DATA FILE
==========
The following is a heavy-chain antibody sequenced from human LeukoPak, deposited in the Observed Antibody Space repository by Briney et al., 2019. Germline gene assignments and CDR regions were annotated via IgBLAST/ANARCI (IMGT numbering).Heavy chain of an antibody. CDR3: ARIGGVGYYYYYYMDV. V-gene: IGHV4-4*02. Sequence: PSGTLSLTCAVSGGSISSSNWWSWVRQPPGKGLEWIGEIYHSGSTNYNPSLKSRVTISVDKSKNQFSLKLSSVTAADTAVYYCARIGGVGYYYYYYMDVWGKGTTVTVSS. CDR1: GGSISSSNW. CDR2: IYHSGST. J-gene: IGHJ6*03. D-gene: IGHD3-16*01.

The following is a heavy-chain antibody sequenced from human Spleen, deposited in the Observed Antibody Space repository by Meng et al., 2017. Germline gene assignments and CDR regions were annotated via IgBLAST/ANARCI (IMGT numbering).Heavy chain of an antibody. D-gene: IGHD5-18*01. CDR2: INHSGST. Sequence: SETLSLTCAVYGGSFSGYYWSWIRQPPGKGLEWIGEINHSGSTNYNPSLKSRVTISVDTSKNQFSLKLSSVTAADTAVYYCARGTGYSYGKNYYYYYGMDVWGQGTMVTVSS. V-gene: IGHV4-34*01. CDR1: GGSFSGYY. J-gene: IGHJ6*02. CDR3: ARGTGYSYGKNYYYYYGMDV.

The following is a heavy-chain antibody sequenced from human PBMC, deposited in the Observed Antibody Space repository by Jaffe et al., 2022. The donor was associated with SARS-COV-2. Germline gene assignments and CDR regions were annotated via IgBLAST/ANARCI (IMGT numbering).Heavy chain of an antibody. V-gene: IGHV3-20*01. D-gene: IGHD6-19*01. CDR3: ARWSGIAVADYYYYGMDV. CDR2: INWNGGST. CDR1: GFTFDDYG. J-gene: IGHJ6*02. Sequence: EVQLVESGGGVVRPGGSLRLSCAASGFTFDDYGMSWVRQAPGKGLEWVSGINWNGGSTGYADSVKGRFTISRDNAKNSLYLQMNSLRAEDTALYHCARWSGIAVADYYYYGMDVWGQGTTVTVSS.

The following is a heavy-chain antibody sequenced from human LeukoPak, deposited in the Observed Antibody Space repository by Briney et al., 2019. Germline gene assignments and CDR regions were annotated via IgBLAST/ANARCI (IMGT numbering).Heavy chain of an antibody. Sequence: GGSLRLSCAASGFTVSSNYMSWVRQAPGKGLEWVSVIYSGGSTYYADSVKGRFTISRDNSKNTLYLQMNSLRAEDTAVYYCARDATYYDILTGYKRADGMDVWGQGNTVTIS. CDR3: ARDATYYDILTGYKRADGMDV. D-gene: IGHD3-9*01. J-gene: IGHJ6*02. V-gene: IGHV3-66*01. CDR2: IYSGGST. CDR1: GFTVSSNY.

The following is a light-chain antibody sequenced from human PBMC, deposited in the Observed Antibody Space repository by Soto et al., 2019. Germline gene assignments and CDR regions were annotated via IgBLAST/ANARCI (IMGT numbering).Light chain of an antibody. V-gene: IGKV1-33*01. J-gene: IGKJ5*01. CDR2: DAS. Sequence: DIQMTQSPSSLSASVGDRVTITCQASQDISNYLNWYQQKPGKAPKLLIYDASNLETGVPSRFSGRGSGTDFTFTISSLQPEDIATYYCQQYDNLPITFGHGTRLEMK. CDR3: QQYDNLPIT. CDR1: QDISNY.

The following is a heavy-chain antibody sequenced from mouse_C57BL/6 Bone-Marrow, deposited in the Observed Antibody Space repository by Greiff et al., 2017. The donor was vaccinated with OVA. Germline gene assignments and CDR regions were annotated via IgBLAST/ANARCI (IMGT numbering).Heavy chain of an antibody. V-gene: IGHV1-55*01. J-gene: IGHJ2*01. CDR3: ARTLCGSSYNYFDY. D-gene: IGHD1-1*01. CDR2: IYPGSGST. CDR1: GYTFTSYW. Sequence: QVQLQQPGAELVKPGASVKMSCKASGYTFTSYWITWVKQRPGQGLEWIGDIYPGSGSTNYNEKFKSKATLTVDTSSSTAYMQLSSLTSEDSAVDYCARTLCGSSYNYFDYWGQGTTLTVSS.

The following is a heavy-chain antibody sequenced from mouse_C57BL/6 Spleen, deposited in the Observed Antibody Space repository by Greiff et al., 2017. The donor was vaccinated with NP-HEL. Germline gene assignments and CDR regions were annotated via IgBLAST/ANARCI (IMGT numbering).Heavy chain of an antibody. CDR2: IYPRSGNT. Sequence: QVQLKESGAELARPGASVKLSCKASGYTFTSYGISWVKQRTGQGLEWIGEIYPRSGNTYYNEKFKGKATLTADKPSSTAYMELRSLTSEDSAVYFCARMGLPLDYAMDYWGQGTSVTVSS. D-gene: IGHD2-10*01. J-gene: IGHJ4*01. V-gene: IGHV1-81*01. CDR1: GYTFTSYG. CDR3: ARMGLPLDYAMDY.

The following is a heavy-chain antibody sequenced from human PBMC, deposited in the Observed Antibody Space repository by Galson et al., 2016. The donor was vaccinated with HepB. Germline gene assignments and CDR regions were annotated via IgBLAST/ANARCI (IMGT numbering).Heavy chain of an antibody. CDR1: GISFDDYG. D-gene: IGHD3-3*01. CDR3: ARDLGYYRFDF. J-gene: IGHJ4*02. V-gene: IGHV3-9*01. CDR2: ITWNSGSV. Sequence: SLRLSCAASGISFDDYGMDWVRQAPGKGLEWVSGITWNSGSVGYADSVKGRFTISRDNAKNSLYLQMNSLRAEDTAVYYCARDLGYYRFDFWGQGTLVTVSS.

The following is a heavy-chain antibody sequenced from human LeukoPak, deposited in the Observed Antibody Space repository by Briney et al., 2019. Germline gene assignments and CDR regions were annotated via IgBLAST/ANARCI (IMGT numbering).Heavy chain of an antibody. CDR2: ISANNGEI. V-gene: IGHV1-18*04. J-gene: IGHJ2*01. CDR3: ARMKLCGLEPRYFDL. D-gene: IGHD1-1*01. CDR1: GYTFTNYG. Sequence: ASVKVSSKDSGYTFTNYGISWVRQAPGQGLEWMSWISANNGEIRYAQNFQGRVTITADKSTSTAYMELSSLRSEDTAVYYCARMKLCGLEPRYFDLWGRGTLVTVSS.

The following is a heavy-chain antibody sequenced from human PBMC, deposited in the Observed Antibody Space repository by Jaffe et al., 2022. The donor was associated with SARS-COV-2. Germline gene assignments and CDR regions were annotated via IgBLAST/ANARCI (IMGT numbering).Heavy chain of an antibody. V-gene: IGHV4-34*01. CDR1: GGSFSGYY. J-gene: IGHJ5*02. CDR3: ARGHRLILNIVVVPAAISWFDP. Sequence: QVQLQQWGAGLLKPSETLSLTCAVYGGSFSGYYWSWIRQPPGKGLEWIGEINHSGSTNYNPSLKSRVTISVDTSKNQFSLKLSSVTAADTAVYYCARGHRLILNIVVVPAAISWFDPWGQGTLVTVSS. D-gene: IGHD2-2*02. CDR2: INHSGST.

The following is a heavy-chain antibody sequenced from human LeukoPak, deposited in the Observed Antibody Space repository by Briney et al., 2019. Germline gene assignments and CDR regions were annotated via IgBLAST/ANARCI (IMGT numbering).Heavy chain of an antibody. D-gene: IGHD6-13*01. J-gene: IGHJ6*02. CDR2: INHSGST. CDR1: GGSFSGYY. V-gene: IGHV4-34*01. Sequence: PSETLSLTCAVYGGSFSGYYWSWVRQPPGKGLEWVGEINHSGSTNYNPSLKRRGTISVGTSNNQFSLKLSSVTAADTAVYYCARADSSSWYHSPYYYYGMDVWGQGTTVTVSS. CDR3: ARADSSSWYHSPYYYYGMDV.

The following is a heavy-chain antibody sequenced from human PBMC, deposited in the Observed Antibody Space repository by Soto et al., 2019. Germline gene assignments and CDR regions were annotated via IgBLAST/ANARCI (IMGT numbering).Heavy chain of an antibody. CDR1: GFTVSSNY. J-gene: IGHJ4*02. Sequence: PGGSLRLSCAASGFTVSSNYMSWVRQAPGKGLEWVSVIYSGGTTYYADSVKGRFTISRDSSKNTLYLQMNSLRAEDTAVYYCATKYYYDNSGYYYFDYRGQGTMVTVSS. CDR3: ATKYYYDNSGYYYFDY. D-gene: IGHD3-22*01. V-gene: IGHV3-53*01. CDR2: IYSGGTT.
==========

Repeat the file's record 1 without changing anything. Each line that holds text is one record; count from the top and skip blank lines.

The following is a heavy-chain antibody sequenced from human LeukoPak, deposited in the Observed Antibody Space repository by Briney et al., 2019. Germline gene assignments and CDR regions were annotated via IgBLAST/ANARCI (IMGT numbering).Heavy chain of an antibody. CDR3: ARIGGVGYYYYYYMDV. V-gene: IGHV4-4*02. Sequence: PSGTLSLTCAVSGGSISSSNWWSWVRQPPGKGLEWIGEIYHSGSTNYNPSLKSRVTISVDKSKNQFSLKLSSVTAADTAVYYCARIGGVGYYYYYYMDVWGKGTTVTVSS. CDR1: GGSISSSNW. CDR2: IYHSGST. J-gene: IGHJ6*03. D-gene: IGHD3-16*01.